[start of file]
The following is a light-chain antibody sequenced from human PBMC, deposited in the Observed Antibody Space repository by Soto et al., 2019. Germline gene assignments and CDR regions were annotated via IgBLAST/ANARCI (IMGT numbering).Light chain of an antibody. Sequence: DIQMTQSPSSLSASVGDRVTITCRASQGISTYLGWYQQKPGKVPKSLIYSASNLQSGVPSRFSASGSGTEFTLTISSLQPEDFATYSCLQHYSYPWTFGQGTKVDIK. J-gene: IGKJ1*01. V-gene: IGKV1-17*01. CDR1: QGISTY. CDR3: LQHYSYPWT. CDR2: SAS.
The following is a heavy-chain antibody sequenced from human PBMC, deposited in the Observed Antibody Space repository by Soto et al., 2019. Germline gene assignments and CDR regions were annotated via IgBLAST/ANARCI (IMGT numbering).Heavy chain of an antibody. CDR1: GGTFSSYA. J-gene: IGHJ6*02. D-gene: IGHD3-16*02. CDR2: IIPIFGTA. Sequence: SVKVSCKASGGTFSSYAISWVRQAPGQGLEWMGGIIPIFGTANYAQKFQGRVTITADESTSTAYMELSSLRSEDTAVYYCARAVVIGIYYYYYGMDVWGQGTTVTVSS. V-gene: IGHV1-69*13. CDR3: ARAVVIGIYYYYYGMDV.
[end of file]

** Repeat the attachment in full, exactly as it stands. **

The following is a light-chain antibody sequenced from human PBMC, deposited in the Observed Antibody Space repository by Soto et al., 2019. Germline gene assignments and CDR regions were annotated via IgBLAST/ANARCI (IMGT numbering).Light chain of an antibody. Sequence: DIQMTQSPSSLSASVGDRVTITCRASQGISTYLGWYQQKPGKVPKSLIYSASNLQSGVPSRFSASGSGTEFTLTISSLQPEDFATYSCLQHYSYPWTFGQGTKVDIK. J-gene: IGKJ1*01. V-gene: IGKV1-17*01. CDR1: QGISTY. CDR3: LQHYSYPWT. CDR2: SAS.
The following is a heavy-chain antibody sequenced from human PBMC, deposited in the Observed Antibody Space repository by Soto et al., 2019. Germline gene assignments and CDR regions were annotated via IgBLAST/ANARCI (IMGT numbering).Heavy chain of an antibody. CDR1: GGTFSSYA. J-gene: IGHJ6*02. D-gene: IGHD3-16*02. CDR2: IIPIFGTA. Sequence: SVKVSCKASGGTFSSYAISWVRQAPGQGLEWMGGIIPIFGTANYAQKFQGRVTITADESTSTAYMELSSLRSEDTAVYYCARAVVIGIYYYYYGMDVWGQGTTVTVSS. V-gene: IGHV1-69*13. CDR3: ARAVVIGIYYYYYGMDV.